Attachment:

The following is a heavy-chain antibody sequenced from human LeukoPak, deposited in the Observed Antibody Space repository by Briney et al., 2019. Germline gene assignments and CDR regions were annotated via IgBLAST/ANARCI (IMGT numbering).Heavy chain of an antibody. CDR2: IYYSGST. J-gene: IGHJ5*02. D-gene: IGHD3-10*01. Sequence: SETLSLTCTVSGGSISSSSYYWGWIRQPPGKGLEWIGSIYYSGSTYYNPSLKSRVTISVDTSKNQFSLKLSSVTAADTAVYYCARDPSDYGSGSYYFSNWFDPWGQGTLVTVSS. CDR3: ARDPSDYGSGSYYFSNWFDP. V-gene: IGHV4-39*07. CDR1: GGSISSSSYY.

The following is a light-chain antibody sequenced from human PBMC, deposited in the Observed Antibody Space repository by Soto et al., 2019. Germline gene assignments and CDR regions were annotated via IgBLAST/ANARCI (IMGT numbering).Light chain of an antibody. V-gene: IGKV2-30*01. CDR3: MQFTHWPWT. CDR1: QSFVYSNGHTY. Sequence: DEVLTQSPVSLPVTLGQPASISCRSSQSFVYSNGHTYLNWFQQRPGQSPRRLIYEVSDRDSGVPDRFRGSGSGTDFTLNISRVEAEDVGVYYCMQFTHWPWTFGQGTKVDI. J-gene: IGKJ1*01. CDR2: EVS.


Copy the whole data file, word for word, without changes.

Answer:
The following is a heavy-chain antibody sequenced from human LeukoPak, deposited in the Observed Antibody Space repository by Briney et al., 2019. Germline gene assignments and CDR regions were annotated via IgBLAST/ANARCI (IMGT numbering).Heavy chain of an antibody. CDR2: IYYSGST. J-gene: IGHJ5*02. D-gene: IGHD3-10*01. Sequence: SETLSLTCTVSGGSISSSSYYWGWIRQPPGKGLEWIGSIYYSGSTYYNPSLKSRVTISVDTSKNQFSLKLSSVTAADTAVYYCARDPSDYGSGSYYFSNWFDPWGQGTLVTVSS. CDR3: ARDPSDYGSGSYYFSNWFDP. V-gene: IGHV4-39*07. CDR1: GGSISSSSYY.

The following is a light-chain antibody sequenced from human PBMC, deposited in the Observed Antibody Space repository by Soto et al., 2019. Germline gene assignments and CDR regions were annotated via IgBLAST/ANARCI (IMGT numbering).Light chain of an antibody. V-gene: IGKV2-30*01. CDR3: MQFTHWPWT. CDR1: QSFVYSNGHTY. Sequence: DEVLTQSPVSLPVTLGQPASISCRSSQSFVYSNGHTYLNWFQQRPGQSPRRLIYEVSDRDSGVPDRFRGSGSGTDFTLNISRVEAEDVGVYYCMQFTHWPWTFGQGTKVDI. J-gene: IGKJ1*01. CDR2: EVS.